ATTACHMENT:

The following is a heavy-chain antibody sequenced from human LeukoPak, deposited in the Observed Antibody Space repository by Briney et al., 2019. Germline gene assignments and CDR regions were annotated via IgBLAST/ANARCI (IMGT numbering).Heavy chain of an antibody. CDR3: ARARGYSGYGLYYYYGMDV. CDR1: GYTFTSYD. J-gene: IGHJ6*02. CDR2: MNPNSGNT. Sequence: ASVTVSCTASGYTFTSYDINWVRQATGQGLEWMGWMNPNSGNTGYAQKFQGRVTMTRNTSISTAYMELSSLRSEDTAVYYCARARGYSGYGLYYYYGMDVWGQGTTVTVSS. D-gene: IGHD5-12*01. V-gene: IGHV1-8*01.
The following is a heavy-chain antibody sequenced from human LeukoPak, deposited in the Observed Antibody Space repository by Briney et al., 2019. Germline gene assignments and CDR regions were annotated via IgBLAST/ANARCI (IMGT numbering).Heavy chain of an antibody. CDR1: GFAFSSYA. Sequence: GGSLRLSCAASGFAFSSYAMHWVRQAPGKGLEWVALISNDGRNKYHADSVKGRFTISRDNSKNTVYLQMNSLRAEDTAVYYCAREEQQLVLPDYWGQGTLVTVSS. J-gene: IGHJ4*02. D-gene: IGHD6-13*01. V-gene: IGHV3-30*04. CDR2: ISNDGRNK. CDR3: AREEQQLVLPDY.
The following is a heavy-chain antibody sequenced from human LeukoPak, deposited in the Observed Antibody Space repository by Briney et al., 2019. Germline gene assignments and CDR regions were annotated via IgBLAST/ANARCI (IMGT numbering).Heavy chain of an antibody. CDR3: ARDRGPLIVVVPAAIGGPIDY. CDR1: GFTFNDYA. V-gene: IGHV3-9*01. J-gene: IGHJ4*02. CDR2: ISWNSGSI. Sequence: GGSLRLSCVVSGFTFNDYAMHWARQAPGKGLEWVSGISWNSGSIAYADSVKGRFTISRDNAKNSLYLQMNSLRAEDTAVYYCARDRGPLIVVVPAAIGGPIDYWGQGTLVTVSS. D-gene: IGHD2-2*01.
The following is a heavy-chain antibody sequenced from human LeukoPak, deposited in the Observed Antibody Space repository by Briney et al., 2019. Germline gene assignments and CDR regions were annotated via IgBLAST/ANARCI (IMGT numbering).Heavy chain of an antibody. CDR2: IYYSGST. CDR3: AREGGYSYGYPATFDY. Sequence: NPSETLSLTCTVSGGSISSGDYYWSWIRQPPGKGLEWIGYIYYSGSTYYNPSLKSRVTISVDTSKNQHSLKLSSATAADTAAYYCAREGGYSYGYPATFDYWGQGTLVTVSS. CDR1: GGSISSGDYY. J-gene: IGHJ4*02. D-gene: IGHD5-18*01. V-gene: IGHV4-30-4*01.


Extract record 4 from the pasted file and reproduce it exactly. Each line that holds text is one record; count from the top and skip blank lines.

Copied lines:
The following is a heavy-chain antibody sequenced from human LeukoPak, deposited in the Observed Antibody Space repository by Briney et al., 2019. Germline gene assignments and CDR regions were annotated via IgBLAST/ANARCI (IMGT numbering).Heavy chain of an antibody. CDR2: IYYSGST. CDR3: AREGGYSYGYPATFDY. Sequence: NPSETLSLTCTVSGGSISSGDYYWSWIRQPPGKGLEWIGYIYYSGSTYYNPSLKSRVTISVDTSKNQHSLKLSSATAADTAAYYCAREGGYSYGYPATFDYWGQGTLVTVSS. CDR1: GGSISSGDYY. J-gene: IGHJ4*02. D-gene: IGHD5-18*01. V-gene: IGHV4-30-4*01.